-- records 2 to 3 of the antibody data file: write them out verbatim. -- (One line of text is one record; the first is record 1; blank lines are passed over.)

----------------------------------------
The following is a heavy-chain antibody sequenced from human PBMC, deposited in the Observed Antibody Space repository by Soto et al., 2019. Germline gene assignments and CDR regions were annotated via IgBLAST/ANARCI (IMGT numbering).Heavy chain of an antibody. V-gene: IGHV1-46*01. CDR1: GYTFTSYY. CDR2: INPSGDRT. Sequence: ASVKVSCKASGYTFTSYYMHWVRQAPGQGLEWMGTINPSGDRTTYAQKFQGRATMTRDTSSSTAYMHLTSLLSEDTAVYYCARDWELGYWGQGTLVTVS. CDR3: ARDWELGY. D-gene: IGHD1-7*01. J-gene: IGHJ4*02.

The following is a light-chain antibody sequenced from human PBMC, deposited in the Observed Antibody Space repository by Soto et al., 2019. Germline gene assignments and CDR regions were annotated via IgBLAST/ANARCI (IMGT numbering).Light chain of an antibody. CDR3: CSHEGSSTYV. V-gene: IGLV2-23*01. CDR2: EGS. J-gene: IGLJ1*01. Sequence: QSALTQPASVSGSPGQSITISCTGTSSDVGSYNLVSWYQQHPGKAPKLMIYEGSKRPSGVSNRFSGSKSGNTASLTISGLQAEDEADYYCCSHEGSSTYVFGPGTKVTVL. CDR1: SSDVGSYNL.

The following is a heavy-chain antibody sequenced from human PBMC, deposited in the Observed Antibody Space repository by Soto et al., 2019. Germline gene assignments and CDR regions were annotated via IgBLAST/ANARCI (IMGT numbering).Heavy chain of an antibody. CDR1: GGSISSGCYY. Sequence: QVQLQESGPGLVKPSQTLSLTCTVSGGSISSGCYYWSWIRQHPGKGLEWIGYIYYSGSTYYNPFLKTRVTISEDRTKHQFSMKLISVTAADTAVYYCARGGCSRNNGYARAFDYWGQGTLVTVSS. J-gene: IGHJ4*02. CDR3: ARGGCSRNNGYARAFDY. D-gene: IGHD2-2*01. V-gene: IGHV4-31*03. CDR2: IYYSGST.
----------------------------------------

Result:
The following is a light-chain antibody sequenced from human PBMC, deposited in the Observed Antibody Space repository by Soto et al., 2019. Germline gene assignments and CDR regions were annotated via IgBLAST/ANARCI (IMGT numbering).Light chain of an antibody. CDR3: CSHEGSSTYV. V-gene: IGLV2-23*01. CDR2: EGS. J-gene: IGLJ1*01. Sequence: QSALTQPASVSGSPGQSITISCTGTSSDVGSYNLVSWYQQHPGKAPKLMIYEGSKRPSGVSNRFSGSKSGNTASLTISGLQAEDEADYYCCSHEGSSTYVFGPGTKVTVL. CDR1: SSDVGSYNL.

The following is a heavy-chain antibody sequenced from human PBMC, deposited in the Observed Antibody Space repository by Soto et al., 2019. Germline gene assignments and CDR regions were annotated via IgBLAST/ANARCI (IMGT numbering).Heavy chain of an antibody. CDR1: GGSISSGCYY. Sequence: QVQLQESGPGLVKPSQTLSLTCTVSGGSISSGCYYWSWIRQHPGKGLEWIGYIYYSGSTYYNPFLKTRVTISEDRTKHQFSMKLISVTAADTAVYYCARGGCSRNNGYARAFDYWGQGTLVTVSS. J-gene: IGHJ4*02. CDR3: ARGGCSRNNGYARAFDY. D-gene: IGHD2-2*01. V-gene: IGHV4-31*03. CDR2: IYYSGST.